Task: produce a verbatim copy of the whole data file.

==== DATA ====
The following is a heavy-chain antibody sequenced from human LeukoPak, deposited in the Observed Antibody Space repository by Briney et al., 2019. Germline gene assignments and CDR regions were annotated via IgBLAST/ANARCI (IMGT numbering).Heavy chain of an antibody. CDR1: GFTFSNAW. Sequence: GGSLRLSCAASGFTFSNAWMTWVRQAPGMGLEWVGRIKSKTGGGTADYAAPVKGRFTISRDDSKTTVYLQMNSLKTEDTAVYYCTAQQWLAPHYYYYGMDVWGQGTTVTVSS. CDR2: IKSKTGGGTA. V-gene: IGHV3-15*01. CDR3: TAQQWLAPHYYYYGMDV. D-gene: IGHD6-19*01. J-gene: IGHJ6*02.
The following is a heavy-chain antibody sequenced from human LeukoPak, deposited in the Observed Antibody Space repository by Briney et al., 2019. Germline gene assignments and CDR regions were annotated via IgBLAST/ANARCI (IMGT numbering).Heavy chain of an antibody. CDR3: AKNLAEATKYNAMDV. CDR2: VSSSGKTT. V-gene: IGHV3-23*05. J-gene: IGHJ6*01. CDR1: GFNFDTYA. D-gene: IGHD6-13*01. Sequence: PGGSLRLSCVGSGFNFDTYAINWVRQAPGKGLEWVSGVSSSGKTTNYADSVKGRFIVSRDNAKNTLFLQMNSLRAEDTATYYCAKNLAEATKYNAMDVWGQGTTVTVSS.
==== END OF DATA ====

The following is a heavy-chain antibody sequenced from human LeukoPak, deposited in the Observed Antibody Space repository by Briney et al., 2019. Germline gene assignments and CDR regions were annotated via IgBLAST/ANARCI (IMGT numbering).Heavy chain of an antibody. CDR1: GFTFSNAW. Sequence: GGSLRLSCAASGFTFSNAWMTWVRQAPGMGLEWVGRIKSKTGGGTADYAAPVKGRFTISRDDSKTTVYLQMNSLKTEDTAVYYCTAQQWLAPHYYYYGMDVWGQGTTVTVSS. CDR2: IKSKTGGGTA. V-gene: IGHV3-15*01. CDR3: TAQQWLAPHYYYYGMDV. D-gene: IGHD6-19*01. J-gene: IGHJ6*02.
The following is a heavy-chain antibody sequenced from human LeukoPak, deposited in the Observed Antibody Space repository by Briney et al., 2019. Germline gene assignments and CDR regions were annotated via IgBLAST/ANARCI (IMGT numbering).Heavy chain of an antibody. CDR3: AKNLAEATKYNAMDV. CDR2: VSSSGKTT. V-gene: IGHV3-23*05. J-gene: IGHJ6*01. CDR1: GFNFDTYA. D-gene: IGHD6-13*01. Sequence: PGGSLRLSCVGSGFNFDTYAINWVRQAPGKGLEWVSGVSSSGKTTNYADSVKGRFIVSRDNAKNTLFLQMNSLRAEDTATYYCAKNLAEATKYNAMDVWGQGTTVTVSS.